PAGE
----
to man made changes over the surface of the
Earth.

 Decide where your family will
reunite if separated,

 Nuclear Disasters,
 Chemical Disasters,
 Mine Disasters,

 Maintain emergency food, water,
medicine, first aid kit, tools, and
clothing.
During an Earthquake:
 Take cover. Go under a table or
other sturdy furniture; kneel, sit,
or stay close to the floor. Hold on
to furniture legs for balance. Be
prepared to move if your cover
moves.
 If no sturdy cover is nearby,
kneel or sit close to the floor next
to a structurally sound interior
wall. Place your
hands on the
floor for balance.

 Biological Disasters.
These are an example of manmade disasters.
Natural Disasters:
Earthquakes:
Earthquakes are nothing but any sudden
movement over the surface of the Earth
which shakes Earth vigorously that destroys
the structures resting on the Earth.

Cyclone:
Cyclone is defined as:
Rapid inward
circulation of air masses about a low
pressure centre; circling counter clockwise
in the northern hemisphere and clockwise in
the southern.


“We are not about to predict
earthquakes. As one door closes, another

Keep watch on weather and listen to
radio or TV. Keep alert about the
community warning systems –
loudspeakers, bells, conches, drums
or any traditional warning system.

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Get to know the nearest cyclone
shelter / safe houses and the safest
route to reach these shelters,
Prepare a first aid kit, emergency
tools for saving ourselves, dry food.

During a Landslide:


During a Cyclone:





Disconnect all electrical appliances
and turn off gas.
If the building starts crumbling,
protect yourself with mattresses, rugs
or blankets under a strong table or
bench or hold on to a solid fixture
(e.g. a water pipe)
Listen to your transistor radio for
updates and advice.



Floods:




All your family members should
know the safe route to nearest
shelter/ raised pucca house.
If your area is flood-prone, consider
alternative building materials. Mud
walls are more likely to be damaged
during floods. You may consider
making houses where the walls are
made of local bricks up to the
highest known flood level with
cement pointing.

During Floods:




Drink boiled water.
Keep your food covered, don’t take
heavy meals.
Use raw tea, rice-water, tender
coconut-water, etc…

Stay alert and awake. Many debrisflow fatalities occur when people are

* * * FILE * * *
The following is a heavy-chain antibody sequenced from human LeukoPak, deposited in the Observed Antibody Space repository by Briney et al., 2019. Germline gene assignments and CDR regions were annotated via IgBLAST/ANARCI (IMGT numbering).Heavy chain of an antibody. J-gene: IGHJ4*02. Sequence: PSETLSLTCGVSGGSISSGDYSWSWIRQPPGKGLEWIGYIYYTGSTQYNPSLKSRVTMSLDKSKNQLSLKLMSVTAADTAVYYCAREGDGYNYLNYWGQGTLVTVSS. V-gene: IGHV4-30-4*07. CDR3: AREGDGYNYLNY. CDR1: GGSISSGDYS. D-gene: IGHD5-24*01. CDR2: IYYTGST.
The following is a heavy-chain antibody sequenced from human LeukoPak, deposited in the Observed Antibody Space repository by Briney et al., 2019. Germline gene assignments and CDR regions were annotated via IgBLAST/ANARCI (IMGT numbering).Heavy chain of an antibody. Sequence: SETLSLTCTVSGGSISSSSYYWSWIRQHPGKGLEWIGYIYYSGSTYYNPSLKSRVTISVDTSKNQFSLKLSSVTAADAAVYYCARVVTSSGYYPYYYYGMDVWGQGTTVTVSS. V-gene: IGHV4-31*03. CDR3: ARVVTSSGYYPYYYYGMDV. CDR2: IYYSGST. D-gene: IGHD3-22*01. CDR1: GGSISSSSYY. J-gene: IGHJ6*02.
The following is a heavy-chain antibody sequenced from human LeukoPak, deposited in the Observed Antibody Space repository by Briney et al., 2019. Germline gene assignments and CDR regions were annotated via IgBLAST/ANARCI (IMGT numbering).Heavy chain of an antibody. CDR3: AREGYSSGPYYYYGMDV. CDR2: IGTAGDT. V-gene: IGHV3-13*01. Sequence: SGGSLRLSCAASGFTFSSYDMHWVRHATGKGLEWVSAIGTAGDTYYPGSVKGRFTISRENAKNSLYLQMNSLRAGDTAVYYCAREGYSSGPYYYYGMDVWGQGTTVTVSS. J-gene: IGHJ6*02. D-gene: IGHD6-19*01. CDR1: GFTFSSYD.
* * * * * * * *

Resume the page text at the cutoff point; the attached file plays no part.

sleeping. Listen to a Weather Radio
or portable, battery-powered radio or
television for warnings of intense
rainfall. Be aware that intense, short
bursts of rain may be particularly
dangerous, especially after longer
periods of heavy rainfall and damp
weather.
If you are in areas susceptible to
landslides and debris flows, consider
leaving if it is safe to do so.
Remember that driving during an
intense storm can be hazardous. If
you remain at home, move to a
second story if possible. Staying out
of the path of a landslide or debris
flow saves lives.

After the Landslide:
Stay away from the slide area. There
may be danger of additional slides.
 Check for injured and trapped
persons near the slide, without
entering the direct slide area. Direct
rescuers to their locations.
 Help a neighbor who may require
special assistance - infants, elderly
people, and people with disabilities.
Elderly people and people with
disabilities may require additional
assistance. People who care for them or
who have large families may need
additional assistance in emergency
situations.


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Disaster management means:
Emergency management is the discipline
of dealing with and avoiding risks. It is a
discipline that involves preparing for
disaster before it occurs, disaster response
(e.g., emergency evacuation, quarantine,
mass decontamination, etc.), and supporting,
and rebuilding society after natural or
human-made disasters have occurred. In
general, any Emergency Management is the
continuous process by which all individuals,
groups, and communities manage hazards in
an effort to avoid or ameliorate the impact of
disasters resulting from the hazards.
Effective Emergency Management relies on
thorough integration of emergency plans at
all levels of government and nongovernment involvement.
Disaster management involves a cycle
namely Emergency Cycle.
Experts, such as Cuny, have long noted that the
cycle of Emergency Management must include
long-term work on infrastructure, public
awareness, and even human justice issues.

The process of Emergency Management